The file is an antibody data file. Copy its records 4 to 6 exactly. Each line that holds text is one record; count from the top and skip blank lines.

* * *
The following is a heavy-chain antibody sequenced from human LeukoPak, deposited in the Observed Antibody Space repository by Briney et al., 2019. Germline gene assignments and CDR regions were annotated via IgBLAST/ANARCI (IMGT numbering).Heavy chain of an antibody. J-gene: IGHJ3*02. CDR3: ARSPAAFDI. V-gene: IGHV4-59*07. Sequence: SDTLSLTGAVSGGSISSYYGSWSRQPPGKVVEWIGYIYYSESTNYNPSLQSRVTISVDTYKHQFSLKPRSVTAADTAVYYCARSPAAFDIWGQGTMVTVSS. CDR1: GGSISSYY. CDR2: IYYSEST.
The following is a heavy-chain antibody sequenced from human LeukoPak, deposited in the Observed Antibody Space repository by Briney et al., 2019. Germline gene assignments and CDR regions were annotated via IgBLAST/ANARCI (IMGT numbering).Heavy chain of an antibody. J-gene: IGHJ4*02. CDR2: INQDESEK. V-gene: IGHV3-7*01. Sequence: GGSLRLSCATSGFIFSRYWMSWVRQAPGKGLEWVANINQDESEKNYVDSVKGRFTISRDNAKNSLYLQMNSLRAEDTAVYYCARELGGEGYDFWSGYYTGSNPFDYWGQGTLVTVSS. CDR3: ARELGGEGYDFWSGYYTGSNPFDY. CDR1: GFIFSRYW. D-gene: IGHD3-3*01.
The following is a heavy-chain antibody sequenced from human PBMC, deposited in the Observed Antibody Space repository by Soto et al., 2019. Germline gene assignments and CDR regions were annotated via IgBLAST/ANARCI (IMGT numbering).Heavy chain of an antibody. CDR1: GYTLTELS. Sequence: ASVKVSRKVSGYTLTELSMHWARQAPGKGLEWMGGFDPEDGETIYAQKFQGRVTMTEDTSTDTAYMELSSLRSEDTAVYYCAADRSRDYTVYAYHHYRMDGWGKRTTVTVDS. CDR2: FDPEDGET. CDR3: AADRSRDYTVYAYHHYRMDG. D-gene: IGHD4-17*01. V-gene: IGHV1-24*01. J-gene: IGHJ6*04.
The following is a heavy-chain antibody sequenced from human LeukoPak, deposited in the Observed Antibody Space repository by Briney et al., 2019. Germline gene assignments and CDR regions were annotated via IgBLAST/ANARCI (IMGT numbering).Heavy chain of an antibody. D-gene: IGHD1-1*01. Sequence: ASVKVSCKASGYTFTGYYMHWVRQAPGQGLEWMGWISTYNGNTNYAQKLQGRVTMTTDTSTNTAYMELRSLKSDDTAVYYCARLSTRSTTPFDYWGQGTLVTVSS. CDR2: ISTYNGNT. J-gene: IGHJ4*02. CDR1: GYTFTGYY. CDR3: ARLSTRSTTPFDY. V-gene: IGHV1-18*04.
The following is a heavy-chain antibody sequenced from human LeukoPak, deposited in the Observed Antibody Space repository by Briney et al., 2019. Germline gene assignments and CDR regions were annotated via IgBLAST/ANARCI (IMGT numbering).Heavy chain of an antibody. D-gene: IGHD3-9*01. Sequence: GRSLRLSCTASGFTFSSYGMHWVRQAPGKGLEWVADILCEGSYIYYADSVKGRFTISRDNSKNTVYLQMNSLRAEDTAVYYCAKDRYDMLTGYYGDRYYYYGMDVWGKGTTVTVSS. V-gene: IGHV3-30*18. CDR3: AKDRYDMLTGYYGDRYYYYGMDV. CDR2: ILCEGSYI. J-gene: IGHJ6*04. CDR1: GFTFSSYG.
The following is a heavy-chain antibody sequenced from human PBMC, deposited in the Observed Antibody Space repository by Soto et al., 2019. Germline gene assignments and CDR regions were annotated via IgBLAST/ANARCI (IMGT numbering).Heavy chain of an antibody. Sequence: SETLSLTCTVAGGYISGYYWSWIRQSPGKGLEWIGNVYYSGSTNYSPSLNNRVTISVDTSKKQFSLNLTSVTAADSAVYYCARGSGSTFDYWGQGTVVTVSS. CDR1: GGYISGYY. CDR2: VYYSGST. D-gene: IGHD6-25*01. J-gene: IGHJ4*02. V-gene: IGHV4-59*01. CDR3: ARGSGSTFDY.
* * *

The following is a heavy-chain antibody sequenced from human LeukoPak, deposited in the Observed Antibody Space repository by Briney et al., 2019. Germline gene assignments and CDR regions were annotated via IgBLAST/ANARCI (IMGT numbering).Heavy chain of an antibody. D-gene: IGHD1-1*01. Sequence: ASVKVSCKASGYTFTGYYMHWVRQAPGQGLEWMGWISTYNGNTNYAQKLQGRVTMTTDTSTNTAYMELRSLKSDDTAVYYCARLSTRSTTPFDYWGQGTLVTVSS. CDR2: ISTYNGNT. J-gene: IGHJ4*02. CDR1: GYTFTGYY. CDR3: ARLSTRSTTPFDY. V-gene: IGHV1-18*04.
The following is a heavy-chain antibody sequenced from human LeukoPak, deposited in the Observed Antibody Space repository by Briney et al., 2019. Germline gene assignments and CDR regions were annotated via IgBLAST/ANARCI (IMGT numbering).Heavy chain of an antibody. D-gene: IGHD3-9*01. Sequence: GRSLRLSCTASGFTFSSYGMHWVRQAPGKGLEWVADILCEGSYIYYADSVKGRFTISRDNSKNTVYLQMNSLRAEDTAVYYCAKDRYDMLTGYYGDRYYYYGMDVWGKGTTVTVSS. V-gene: IGHV3-30*18. CDR3: AKDRYDMLTGYYGDRYYYYGMDV. CDR2: ILCEGSYI. J-gene: IGHJ6*04. CDR1: GFTFSSYG.
The following is a heavy-chain antibody sequenced from human PBMC, deposited in the Observed Antibody Space repository by Soto et al., 2019. Germline gene assignments and CDR regions were annotated via IgBLAST/ANARCI (IMGT numbering).Heavy chain of an antibody. Sequence: SETLSLTCTVAGGYISGYYWSWIRQSPGKGLEWIGNVYYSGSTNYSPSLNNRVTISVDTSKKQFSLNLTSVTAADSAVYYCARGSGSTFDYWGQGTVVTVSS. CDR1: GGYISGYY. CDR2: VYYSGST. D-gene: IGHD6-25*01. J-gene: IGHJ4*02. V-gene: IGHV4-59*01. CDR3: ARGSGSTFDY.